id( ) function question

Laszlo Nagy gandalf at
Thu Oct 15 18:04:34 CEST 2009

Christian Heimes írta:
> Chris Rebert wrote:
>> The built-ins aren't mutable, and the singletons are each immutable
>> and/or unique; so in no case do objects that are both different and
>> mutable have the same ID.
> Correct, the fact allows you to write code like "type(egg) is str" to
> check if an object *is* an instance of str. The isistance() methods also
> returns True if the argument is a subclass of str.
>> Although I have no idea how it is that `id({}) == id({})` as a prior
>> posted showed; FWIW, I can't manage to reproduce that outcome.
> The behavior is caused by a free list in the dict implementation. When
> the reference count of a object drops to zero, it's usually removed from
> memory entirely. However some types keep a list of unused objects around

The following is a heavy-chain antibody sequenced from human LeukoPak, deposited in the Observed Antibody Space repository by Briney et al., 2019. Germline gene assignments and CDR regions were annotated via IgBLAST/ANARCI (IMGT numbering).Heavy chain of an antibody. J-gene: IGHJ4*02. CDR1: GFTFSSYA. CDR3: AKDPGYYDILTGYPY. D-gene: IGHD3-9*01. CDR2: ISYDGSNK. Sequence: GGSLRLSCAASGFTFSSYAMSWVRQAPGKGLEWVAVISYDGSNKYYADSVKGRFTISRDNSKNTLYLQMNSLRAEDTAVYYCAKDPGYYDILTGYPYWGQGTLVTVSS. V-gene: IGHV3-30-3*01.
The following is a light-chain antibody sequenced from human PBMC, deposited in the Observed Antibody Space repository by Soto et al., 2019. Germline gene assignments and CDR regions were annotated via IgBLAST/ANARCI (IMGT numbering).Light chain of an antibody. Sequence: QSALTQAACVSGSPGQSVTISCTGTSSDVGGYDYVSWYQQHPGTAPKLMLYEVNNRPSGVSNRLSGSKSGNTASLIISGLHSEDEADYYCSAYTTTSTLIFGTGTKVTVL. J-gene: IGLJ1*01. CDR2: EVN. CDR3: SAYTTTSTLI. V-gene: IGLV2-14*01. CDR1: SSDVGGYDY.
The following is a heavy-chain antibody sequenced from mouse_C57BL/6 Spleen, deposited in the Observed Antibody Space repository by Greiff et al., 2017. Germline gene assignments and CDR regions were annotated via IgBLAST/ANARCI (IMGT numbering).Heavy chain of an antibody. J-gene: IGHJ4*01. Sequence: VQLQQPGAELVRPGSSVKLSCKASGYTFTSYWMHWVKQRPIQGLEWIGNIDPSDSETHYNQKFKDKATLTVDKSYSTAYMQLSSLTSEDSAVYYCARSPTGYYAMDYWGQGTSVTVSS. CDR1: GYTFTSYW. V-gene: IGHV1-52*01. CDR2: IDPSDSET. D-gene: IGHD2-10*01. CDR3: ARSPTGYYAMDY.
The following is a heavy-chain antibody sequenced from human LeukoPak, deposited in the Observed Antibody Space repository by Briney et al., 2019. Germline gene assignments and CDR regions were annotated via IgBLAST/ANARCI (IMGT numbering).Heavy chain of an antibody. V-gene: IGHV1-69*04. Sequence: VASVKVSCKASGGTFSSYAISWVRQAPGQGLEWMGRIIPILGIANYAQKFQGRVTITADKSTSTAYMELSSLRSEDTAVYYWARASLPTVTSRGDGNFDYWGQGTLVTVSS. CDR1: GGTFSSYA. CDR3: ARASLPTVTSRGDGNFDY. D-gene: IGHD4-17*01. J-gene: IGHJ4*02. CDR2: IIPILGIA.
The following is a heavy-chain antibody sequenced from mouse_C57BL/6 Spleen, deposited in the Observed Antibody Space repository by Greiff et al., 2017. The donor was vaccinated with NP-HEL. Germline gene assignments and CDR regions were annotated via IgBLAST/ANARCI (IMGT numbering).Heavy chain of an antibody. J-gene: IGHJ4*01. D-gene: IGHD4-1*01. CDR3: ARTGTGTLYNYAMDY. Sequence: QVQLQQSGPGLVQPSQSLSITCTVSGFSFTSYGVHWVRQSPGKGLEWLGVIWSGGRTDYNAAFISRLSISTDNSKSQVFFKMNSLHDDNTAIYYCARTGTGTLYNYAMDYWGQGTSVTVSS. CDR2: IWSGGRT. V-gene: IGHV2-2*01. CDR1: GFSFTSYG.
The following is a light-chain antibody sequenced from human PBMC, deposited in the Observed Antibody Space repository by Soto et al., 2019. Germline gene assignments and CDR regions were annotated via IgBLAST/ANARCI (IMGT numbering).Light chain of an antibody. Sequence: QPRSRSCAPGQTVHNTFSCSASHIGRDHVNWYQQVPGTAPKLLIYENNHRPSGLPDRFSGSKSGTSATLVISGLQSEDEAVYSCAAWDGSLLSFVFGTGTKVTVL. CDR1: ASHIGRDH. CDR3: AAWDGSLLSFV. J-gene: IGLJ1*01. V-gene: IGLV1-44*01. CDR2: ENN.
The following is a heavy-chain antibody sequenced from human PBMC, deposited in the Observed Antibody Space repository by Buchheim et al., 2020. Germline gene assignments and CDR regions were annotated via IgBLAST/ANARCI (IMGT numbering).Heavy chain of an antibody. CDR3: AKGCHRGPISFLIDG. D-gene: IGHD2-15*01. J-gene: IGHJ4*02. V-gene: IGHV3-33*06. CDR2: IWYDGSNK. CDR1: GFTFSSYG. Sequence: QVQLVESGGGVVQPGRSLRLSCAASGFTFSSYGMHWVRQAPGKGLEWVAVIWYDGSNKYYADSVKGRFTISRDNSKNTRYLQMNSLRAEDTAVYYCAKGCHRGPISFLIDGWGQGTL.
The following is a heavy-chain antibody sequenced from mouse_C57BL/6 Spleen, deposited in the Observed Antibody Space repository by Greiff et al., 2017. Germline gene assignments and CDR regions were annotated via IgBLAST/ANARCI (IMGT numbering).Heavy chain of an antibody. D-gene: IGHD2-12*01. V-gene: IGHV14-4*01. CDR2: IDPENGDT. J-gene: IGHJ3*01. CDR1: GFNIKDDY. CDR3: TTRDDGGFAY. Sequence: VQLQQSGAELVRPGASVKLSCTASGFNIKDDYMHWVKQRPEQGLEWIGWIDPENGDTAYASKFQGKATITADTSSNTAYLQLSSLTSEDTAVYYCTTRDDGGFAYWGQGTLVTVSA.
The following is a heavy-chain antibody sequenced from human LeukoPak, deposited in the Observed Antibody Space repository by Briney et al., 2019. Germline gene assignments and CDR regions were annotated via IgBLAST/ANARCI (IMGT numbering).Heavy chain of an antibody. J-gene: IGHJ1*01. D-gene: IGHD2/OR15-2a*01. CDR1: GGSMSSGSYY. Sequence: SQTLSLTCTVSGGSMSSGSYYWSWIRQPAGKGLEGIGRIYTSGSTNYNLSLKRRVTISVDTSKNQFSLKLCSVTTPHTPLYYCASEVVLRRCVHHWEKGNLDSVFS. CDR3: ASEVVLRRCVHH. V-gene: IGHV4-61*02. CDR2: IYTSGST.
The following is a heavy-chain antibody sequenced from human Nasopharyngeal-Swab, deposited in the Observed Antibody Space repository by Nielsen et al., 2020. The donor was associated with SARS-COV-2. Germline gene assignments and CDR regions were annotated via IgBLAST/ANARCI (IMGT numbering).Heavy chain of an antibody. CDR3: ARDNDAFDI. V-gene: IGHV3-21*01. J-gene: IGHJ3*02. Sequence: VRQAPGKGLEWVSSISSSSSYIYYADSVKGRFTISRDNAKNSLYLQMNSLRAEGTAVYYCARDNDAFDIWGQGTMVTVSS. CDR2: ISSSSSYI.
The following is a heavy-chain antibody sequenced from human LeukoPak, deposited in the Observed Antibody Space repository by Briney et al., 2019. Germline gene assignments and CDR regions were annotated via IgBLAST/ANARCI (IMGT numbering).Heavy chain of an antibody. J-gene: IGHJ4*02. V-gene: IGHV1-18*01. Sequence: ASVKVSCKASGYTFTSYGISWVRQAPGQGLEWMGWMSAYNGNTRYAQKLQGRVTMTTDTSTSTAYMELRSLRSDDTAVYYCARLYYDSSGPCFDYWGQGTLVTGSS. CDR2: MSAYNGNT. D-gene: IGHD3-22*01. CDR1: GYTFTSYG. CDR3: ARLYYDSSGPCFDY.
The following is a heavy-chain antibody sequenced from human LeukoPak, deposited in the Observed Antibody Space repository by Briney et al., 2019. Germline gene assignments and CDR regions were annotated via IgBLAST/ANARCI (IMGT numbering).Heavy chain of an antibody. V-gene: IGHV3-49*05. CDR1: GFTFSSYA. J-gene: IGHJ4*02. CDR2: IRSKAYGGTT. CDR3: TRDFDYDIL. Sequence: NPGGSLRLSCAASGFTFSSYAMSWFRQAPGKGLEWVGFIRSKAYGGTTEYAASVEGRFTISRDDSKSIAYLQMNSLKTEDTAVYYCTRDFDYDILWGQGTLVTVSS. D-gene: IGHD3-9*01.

> to increase efficiency and spare some calls to malloc() and free().
> For the code "{} is {}" Python has to create two distinct dict objects.
> "id({}) == id({})" returns True under most circumstances because the
> reference count of the first dict drops to zero as soon as the id()
> function returns its memory address. The second call to id() retrieves
> the very same template from the dict type's free list thus returning the
> same memory address.
All right, I see your point now. So can we say, that the id function can 
be used to tell if two mutable objects are different as long as they are 
both alive during the comparison?

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